For me, the impulse to walk the Camino de Santiago was never really about seeing Santiago or earning a Compostela. I wanted to make the Journey, to spend my days absentmindedly, determinedly making progress, moving forward, following in the footsteps of generations, creating new ways forward.
Each pilgrim has his or her own reasons for making the pilgrimage. Even in the early days, when most walked with explicit religious purpose, I suspect many left their homes and walked to the end of the world for more complicated and confusing reasons than the historic record communicates.
The record of my pilgrimage functions similarly. I walked ostensibly in service to my bucket list. Another grand adventure, another challenge. Brushes with catastrophe, new friends. Though not walking for particularly religious reasons, the circumstances of my life which allowed me to make the journey, also forced me to confront my life’s purpose, my responsibilities to myself and my community, and the very real limitations of my body and psyche.
Whether secular or religious, ancient or modern our initial stated purposes fail to reflect our shared experiences and transformations.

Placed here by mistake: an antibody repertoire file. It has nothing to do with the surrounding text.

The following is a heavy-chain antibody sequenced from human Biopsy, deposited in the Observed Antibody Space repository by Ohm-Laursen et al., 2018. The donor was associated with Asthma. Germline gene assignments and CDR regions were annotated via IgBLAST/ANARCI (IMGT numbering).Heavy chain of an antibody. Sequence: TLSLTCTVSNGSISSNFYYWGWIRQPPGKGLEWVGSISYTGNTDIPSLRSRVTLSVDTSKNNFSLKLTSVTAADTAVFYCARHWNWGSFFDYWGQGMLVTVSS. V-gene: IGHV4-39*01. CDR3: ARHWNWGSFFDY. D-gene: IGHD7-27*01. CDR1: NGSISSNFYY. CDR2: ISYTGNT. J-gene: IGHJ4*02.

And so, when the towers of the Cathedral of Santiago came into view on this last day, they signaled not a glorious epiphanic catharsis, but the ending of the previous hard and joyous Way and the beginning of a new unknown post-Way way. Though undeniable changed, I still had no answers to big questions.
I did end up with a fancy piece of paper written in Latin that marked my journey. I have scars on my feet to mark the pain and friends around the world who share it. I have a new awareness of my body and sense of distance. A very real understanding of what it means to put one foot in front of the other and the importance of daily progress.
The pilgrimage was over, but my life as a pilgrim was just beginning.